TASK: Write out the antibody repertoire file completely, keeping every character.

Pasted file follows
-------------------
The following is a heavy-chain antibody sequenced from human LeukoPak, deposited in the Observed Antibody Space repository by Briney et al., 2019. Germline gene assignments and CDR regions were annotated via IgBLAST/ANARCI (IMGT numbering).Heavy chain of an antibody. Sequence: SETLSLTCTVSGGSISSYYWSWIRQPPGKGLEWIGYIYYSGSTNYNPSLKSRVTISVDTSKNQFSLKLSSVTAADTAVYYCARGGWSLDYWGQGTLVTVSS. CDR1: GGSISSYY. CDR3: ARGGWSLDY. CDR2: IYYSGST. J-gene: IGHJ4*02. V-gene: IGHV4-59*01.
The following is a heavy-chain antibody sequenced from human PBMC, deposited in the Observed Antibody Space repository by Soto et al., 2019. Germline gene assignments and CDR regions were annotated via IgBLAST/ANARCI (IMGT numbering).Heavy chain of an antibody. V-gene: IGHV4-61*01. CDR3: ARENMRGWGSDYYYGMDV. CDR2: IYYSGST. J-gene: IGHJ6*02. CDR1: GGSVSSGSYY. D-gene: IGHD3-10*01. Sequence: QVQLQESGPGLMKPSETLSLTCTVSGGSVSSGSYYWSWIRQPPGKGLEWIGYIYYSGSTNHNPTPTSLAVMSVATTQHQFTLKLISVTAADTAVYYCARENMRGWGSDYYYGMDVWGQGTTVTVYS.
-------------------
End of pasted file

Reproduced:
The following is a heavy-chain antibody sequenced from human LeukoPak, deposited in the Observed Antibody Space repository by Briney et al., 2019. Germline gene assignments and CDR regions were annotated via IgBLAST/ANARCI (IMGT numbering).Heavy chain of an antibody. Sequence: SETLSLTCTVSGGSISSYYWSWIRQPPGKGLEWIGYIYYSGSTNYNPSLKSRVTISVDTSKNQFSLKLSSVTAADTAVYYCARGGWSLDYWGQGTLVTVSS. CDR1: GGSISSYY. CDR3: ARGGWSLDY. CDR2: IYYSGST. J-gene: IGHJ4*02. V-gene: IGHV4-59*01.
The following is a heavy-chain antibody sequenced from human PBMC, deposited in the Observed Antibody Space repository by Soto et al., 2019. Germline gene assignments and CDR regions were annotated via IgBLAST/ANARCI (IMGT numbering).Heavy chain of an antibody. V-gene: IGHV4-61*01. CDR3: ARENMRGWGSDYYYGMDV. CDR2: IYYSGST. J-gene: IGHJ6*02. CDR1: GGSVSSGSYY. D-gene: IGHD3-10*01. Sequence: QVQLQESGPGLMKPSETLSLTCTVSGGSVSSGSYYWSWIRQPPGKGLEWIGYIYYSGSTNHNPTPTSLAVMSVATTQHQFTLKLISVTAADTAVYYCARENMRGWGSDYYYGMDVWGQGTTVTVYS.